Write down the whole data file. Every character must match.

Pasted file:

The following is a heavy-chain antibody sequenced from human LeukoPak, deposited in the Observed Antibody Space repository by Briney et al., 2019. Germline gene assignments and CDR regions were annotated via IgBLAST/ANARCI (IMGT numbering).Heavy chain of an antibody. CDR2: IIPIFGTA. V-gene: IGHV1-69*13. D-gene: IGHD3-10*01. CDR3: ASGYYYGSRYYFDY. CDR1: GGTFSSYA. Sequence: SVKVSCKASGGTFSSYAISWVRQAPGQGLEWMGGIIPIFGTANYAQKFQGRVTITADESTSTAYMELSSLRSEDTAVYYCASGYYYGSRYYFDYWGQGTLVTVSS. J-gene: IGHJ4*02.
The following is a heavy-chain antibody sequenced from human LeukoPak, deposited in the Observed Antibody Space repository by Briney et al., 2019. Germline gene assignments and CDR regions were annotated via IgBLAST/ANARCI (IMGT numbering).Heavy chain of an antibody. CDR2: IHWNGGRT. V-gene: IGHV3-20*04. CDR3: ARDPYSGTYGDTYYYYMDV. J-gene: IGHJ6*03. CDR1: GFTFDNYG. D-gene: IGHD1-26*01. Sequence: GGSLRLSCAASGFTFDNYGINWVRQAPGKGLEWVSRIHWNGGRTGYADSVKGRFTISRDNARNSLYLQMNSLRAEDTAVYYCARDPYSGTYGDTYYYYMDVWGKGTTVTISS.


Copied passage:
The following is a heavy-chain antibody sequenced from human LeukoPak, deposited in the Observed Antibody Space repository by Briney et al., 2019. Germline gene assignments and CDR regions were annotated via IgBLAST/ANARCI (IMGT numbering).Heavy chain of an antibody. CDR2: IIPIFGTA. V-gene: IGHV1-69*13. D-gene: IGHD3-10*01. CDR3: ASGYYYGSRYYFDY. CDR1: GGTFSSYA. Sequence: SVKVSCKASGGTFSSYAISWVRQAPGQGLEWMGGIIPIFGTANYAQKFQGRVTITADESTSTAYMELSSLRSEDTAVYYCASGYYYGSRYYFDYWGQGTLVTVSS. J-gene: IGHJ4*02.
The following is a heavy-chain antibody sequenced from human LeukoPak, deposited in the Observed Antibody Space repository by Briney et al., 2019. Germline gene assignments and CDR regions were annotated via IgBLAST/ANARCI (IMGT numbering).Heavy chain of an antibody. CDR2: IHWNGGRT. V-gene: IGHV3-20*04. CDR3: ARDPYSGTYGDTYYYYMDV. J-gene: IGHJ6*03. CDR1: GFTFDNYG. D-gene: IGHD1-26*01. Sequence: GGSLRLSCAASGFTFDNYGINWVRQAPGKGLEWVSRIHWNGGRTGYADSVKGRFTISRDNARNSLYLQMNSLRAEDTAVYYCARDPYSGTYGDTYYYYMDVWGKGTTVTISS.